Superfood that is super yummy: Asparagus is low in calories and a great source of nutrients, including fiber, folate and vitamins A, C and K
Asparagus, that is coming into season now, is truly a superfood and is one of my favourites.
It has so many health benefits that you can forgive the slight funky smell it causes to the urine. It contains a noteworthy amount of Tryptophan - an amino acid that is the raw material for our happy hormone (serotonin) and sleeping hormone (melatonin). It is high in fibre and has rich concentrations of inulin, a prebiotic, that passes undigested all the way to our large intestine where it becomes an ideal food source for beneficial bacteria (like Bifidobacteria and Lactobacilli) that are associated with better nutrient absorption, lower risk of allergy, and lower risk of colon cancer.
Asparagus is being heralded as an anti-inflammatory food because it provides a unique combination of anti-inflammatory nutrients, called saponins. One of these saponins (sarsasapogenin) has been of special interest in relation to chronic, neurodegenerative diseases. Further anti-inflammatory nutrients are its wide variety of antioxidants, including vitamin C, beta-carotene, and the minerals zinc, manganese, selenium, a small amount of vitamin E, and most importantly, glutathione (GSH) - one of the body's best-studied antioxidants and detoxifier.
With its diuretic asparagine content, it has the capacity to eliminate excess water from tissues, helping water retention and kidney problems. It is an excellent source of folic acid and a very good source of all B vitamins, bar B12 – all of which play a key role in blood sugar management and regulation of homocysteine. (Homocysteine is a natural metabolic by-product, and when it reaches excessive levels in our blood, it is a strong risk factor for cardiovascular diseases.)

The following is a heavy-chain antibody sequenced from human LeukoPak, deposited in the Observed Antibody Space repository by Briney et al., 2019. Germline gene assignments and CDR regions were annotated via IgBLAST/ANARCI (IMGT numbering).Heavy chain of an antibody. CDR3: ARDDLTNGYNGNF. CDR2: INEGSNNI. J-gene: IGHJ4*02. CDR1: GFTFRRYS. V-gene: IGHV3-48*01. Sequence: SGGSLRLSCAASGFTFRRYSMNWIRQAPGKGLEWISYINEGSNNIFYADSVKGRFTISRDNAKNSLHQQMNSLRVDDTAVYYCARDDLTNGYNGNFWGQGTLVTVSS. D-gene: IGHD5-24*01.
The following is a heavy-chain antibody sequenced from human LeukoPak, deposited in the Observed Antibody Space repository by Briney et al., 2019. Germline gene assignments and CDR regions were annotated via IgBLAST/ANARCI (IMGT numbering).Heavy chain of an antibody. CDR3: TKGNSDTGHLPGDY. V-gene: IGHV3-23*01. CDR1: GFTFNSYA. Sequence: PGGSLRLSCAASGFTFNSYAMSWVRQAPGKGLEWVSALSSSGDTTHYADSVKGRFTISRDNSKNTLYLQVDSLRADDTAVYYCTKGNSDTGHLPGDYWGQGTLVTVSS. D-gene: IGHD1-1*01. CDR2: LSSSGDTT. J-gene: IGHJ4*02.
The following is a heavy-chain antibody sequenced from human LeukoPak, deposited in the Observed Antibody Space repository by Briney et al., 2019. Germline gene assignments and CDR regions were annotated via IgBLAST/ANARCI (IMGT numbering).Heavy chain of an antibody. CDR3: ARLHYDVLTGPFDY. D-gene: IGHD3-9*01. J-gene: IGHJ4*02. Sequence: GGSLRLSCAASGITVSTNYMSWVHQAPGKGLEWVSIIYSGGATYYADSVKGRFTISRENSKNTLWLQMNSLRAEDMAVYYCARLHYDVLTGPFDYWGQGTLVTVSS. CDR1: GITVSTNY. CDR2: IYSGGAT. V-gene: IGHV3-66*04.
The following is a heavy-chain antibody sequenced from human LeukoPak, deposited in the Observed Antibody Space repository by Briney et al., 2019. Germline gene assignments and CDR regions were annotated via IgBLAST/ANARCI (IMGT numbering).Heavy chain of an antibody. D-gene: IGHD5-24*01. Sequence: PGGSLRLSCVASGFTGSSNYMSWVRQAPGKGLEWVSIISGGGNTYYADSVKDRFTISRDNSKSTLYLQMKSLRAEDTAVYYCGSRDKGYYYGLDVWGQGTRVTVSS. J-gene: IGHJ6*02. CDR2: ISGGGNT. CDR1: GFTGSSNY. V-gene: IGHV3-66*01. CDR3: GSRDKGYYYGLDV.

In addition, it helps to clear the arteries of cholesterol. While we have yet to see large-scale dietary studies that examine chronic diseases in humans and asparagus intake, the above health-giving properties suggest it may reduce risks in heart disease and type 2 diabetes.
As a result of its strong anti-inflammatory and antioxidant nutrient composition, asparagus is suggested as a risk reducer for cancer. Chronic, excessive inflammation and chronic oxidative stress are risk factors for a variety of cancer types, and both unwanted phenomena are related to deficient dietary intake of anti-inflammatory and antioxidant nutrients – which are especially plentiful in asparagus. In animal studies and cell studies asparagus and its extracts can change the metabolic activity of cancer cell types. Cancer cells from the liver are best studied in this regard.
Asparagus is best if steamed and then drizzled with olive oil, seasoned with salt and pepper. You could also sauté them in a stainless-steel pan with butter and olive oil, adding a good splash of water and seasoning - cover and shake the pan time to time. All it needs is 3 minutes. Serve cooked asparagus with the classic poached egg and Hollandaise – or fish and Bearnaise sauce combination. It is also an excellent part of a Thai-style stir-fry. If you shave thin ribbons of it, you can easily add it to your salads.